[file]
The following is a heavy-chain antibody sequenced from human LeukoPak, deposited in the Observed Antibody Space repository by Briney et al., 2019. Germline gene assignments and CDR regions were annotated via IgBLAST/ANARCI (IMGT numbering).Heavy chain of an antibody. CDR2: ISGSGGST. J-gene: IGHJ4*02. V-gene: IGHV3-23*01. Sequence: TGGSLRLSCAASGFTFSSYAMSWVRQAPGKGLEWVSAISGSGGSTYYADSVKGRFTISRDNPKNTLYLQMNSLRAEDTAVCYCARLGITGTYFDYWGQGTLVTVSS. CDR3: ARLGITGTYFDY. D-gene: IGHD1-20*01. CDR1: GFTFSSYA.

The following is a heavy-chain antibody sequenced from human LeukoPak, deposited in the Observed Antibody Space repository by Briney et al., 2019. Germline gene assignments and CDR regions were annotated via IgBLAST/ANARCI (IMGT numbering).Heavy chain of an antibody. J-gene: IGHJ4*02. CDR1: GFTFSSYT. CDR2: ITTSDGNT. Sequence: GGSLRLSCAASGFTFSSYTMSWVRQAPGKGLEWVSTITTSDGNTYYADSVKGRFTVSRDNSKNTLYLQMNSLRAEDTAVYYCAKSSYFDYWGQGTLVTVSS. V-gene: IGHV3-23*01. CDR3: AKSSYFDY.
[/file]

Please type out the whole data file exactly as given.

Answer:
The following is a heavy-chain antibody sequenced from human LeukoPak, deposited in the Observed Antibody Space repository by Briney et al., 2019. Germline gene assignments and CDR regions were annotated via IgBLAST/ANARCI (IMGT numbering).Heavy chain of an antibody. CDR2: ISGSGGST. J-gene: IGHJ4*02. V-gene: IGHV3-23*01. Sequence: TGGSLRLSCAASGFTFSSYAMSWVRQAPGKGLEWVSAISGSGGSTYYADSVKGRFTISRDNPKNTLYLQMNSLRAEDTAVCYCARLGITGTYFDYWGQGTLVTVSS. CDR3: ARLGITGTYFDY. D-gene: IGHD1-20*01. CDR1: GFTFSSYA.

The following is a heavy-chain antibody sequenced from human LeukoPak, deposited in the Observed Antibody Space repository by Briney et al., 2019. Germline gene assignments and CDR regions were annotated via IgBLAST/ANARCI (IMGT numbering).Heavy chain of an antibody. J-gene: IGHJ4*02. CDR1: GFTFSSYT. CDR2: ITTSDGNT. Sequence: GGSLRLSCAASGFTFSSYTMSWVRQAPGKGLEWVSTITTSDGNTYYADSVKGRFTVSRDNSKNTLYLQMNSLRAEDTAVYYCAKSSYFDYWGQGTLVTVSS. V-gene: IGHV3-23*01. CDR3: AKSSYFDY.